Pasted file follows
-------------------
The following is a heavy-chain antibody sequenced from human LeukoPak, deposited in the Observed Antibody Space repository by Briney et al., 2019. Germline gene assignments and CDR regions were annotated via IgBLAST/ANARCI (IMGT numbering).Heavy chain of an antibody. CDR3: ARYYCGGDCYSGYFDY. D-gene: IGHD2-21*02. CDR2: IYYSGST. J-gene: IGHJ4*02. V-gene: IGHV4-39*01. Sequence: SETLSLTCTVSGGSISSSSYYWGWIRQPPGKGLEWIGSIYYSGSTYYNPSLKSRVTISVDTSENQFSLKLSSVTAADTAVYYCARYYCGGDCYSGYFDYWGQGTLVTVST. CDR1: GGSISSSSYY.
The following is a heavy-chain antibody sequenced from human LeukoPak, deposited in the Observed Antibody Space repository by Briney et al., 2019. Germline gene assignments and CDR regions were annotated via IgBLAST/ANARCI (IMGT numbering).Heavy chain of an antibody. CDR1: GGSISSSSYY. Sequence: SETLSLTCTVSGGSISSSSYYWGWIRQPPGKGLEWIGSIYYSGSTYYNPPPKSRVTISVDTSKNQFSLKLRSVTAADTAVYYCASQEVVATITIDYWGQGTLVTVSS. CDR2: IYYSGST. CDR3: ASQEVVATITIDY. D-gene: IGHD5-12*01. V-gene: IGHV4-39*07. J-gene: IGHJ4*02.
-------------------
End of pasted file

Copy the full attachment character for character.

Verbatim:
The following is a heavy-chain antibody sequenced from human LeukoPak, deposited in the Observed Antibody Space repository by Briney et al., 2019. Germline gene assignments and CDR regions were annotated via IgBLAST/ANARCI (IMGT numbering).Heavy chain of an antibody. CDR3: ARYYCGGDCYSGYFDY. D-gene: IGHD2-21*02. CDR2: IYYSGST. J-gene: IGHJ4*02. V-gene: IGHV4-39*01. Sequence: SETLSLTCTVSGGSISSSSYYWGWIRQPPGKGLEWIGSIYYSGSTYYNPSLKSRVTISVDTSENQFSLKLSSVTAADTAVYYCARYYCGGDCYSGYFDYWGQGTLVTVST. CDR1: GGSISSSSYY.
The following is a heavy-chain antibody sequenced from human LeukoPak, deposited in the Observed Antibody Space repository by Briney et al., 2019. Germline gene assignments and CDR regions were annotated via IgBLAST/ANARCI (IMGT numbering).Heavy chain of an antibody. CDR1: GGSISSSSYY. Sequence: SETLSLTCTVSGGSISSSSYYWGWIRQPPGKGLEWIGSIYYSGSTYYNPPPKSRVTISVDTSKNQFSLKLRSVTAADTAVYYCASQEVVATITIDYWGQGTLVTVSS. CDR2: IYYSGST. CDR3: ASQEVVATITIDY. D-gene: IGHD5-12*01. V-gene: IGHV4-39*07. J-gene: IGHJ4*02.